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and in-

represented hunting or fishing, taking part in pleasure excursions by water, and listening to music played before him accompanied by the dancing of women ; he is also represented as overseer of a number of building operations in which many workmen are employed. It is tolerably certain that these scenes are not fictitious, and that they were painted while the person who hoped to occupy the tomb was still alive, and could direct the labours of the artist. The prayer that the deceased might enter his tomb after a

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Winnowing Wheat. From a Vth dynasty Tomb at Şaşkârah.

Netting Wild Fowl. From a Vth dynasty Tomb at Sakkarah.

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long and prosperous life has a significance which it could not possess if the tomb were made after his death. The sepulchral scenes refer to the passage of the mummy in a boat to Amenta. The scenes relating to sepulchral gifts

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Bakers making Bread. From a Vth dynasty Tomb at Şaşkarah.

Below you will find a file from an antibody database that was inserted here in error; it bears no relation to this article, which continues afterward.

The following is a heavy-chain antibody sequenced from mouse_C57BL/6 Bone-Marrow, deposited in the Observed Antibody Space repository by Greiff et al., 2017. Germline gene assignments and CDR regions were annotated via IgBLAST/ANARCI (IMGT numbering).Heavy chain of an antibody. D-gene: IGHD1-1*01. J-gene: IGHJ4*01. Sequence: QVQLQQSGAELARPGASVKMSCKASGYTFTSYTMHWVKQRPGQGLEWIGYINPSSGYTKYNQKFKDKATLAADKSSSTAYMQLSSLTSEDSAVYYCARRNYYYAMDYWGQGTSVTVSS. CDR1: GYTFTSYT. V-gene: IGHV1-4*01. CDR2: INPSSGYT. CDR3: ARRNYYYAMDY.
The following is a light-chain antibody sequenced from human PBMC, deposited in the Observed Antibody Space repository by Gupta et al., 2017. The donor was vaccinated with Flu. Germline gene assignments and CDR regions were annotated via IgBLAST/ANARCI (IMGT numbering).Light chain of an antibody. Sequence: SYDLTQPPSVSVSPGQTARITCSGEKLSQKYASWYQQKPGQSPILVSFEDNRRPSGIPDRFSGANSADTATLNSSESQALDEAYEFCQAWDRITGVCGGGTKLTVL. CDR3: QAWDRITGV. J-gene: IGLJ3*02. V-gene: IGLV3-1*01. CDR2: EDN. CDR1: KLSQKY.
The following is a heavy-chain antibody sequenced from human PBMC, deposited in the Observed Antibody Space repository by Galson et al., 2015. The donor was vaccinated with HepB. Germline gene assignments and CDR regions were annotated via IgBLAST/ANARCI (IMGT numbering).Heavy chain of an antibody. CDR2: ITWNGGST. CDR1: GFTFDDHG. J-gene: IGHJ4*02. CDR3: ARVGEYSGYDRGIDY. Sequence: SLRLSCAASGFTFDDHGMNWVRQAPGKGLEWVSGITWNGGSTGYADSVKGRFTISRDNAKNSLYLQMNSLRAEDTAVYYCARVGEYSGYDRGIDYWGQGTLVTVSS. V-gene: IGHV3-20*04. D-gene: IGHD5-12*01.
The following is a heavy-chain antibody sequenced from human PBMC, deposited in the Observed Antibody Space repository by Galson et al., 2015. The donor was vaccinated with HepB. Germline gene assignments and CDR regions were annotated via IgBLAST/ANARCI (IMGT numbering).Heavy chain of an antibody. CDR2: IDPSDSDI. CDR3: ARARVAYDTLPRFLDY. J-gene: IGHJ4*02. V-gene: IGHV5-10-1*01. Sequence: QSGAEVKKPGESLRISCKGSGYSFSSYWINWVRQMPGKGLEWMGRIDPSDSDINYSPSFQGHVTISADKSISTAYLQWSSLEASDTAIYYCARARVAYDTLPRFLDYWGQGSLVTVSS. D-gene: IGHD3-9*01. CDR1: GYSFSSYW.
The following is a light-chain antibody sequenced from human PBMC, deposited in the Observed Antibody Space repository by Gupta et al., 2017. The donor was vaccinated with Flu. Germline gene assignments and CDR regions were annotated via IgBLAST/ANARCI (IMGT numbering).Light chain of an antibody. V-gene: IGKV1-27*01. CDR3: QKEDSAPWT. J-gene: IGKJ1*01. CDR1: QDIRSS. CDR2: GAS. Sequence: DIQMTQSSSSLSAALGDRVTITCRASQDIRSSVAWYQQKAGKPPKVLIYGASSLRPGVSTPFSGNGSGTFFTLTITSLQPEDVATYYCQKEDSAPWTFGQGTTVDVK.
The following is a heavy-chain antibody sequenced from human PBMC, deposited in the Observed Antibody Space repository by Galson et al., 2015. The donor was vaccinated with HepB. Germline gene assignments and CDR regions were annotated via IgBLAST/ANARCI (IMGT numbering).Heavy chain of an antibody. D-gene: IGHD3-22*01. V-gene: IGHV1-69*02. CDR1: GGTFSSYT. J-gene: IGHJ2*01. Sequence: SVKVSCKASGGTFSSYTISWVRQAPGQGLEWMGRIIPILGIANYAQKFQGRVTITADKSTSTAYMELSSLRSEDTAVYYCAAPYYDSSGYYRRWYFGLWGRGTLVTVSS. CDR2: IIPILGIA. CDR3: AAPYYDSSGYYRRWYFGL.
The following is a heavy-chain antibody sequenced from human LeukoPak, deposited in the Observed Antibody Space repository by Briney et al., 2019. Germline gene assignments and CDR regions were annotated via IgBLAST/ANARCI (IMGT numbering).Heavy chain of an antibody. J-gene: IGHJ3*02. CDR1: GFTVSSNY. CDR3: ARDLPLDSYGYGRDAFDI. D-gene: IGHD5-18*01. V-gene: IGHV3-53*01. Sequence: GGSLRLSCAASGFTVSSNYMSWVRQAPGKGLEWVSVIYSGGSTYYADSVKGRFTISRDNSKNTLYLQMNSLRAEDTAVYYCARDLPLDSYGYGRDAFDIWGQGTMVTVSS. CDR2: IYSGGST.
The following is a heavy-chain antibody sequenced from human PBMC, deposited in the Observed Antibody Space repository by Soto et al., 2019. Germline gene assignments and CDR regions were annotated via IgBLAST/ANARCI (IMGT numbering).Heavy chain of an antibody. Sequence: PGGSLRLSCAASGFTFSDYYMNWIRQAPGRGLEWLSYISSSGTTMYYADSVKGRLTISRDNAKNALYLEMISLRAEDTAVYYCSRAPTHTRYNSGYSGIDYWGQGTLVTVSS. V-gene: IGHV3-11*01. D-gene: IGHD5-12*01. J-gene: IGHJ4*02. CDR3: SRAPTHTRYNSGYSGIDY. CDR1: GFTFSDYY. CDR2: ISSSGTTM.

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Cattle on the March. From a Vth dynasty Tomb at Şaşkârah,

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Endowment of tombs.

represent the deceased, having colossal proportions compared with the other figures, sitting or standing with a round table before him, upon which fruits, flowers, vegetables, ducks, haunches of beef, etc., etc., are placed. These offerings are sometimes carried in before the deceased on the head or hands of servants and others, who often lead beasts appointed for slaughter; they were brought into the tomb in an appointed order, and an endowment to ensure their presentation in the tomb on the specified festivals and seasons was specially provided. The scenes in the tombs which represent agricultural labours, the making of wine, etc., etc., all have reference to the bringing of funereal gifts; and it seems that certain estates

nut ent pa t'etta,

1 “estates of the house of everlasting” (i.e., the tomb), were set apart to supply palm branches, fruit, etc., for the table of the dead. The act of bringing these gifts to the tomb at the appointed seasons was probably connected with some religious ceremony, which seems to have consisted in pouring out libations and offering incense, bandages, etc., by the joy cher heb or priest. The Egyptian called the tomb Ta pa t'etta, “ the everlasting house." and he believed that the ka ” or “genius” of the deceased resided there as long as the mummy of his perishable body, cha, was there. The ka might go in and out of the tomb, and refresh itself with meat and drink, but it never failed to go back to the mummy with the name of which it seems to have been closely connected;' the ba or soul, and the

chu or intelligence did not live in the tomb.

THE PYRAMIDS. The royal tombs of the early dynasties were built in the form of pyramids, and they are, to all intents and purposes, merely mașțabas, the greater parts of which are above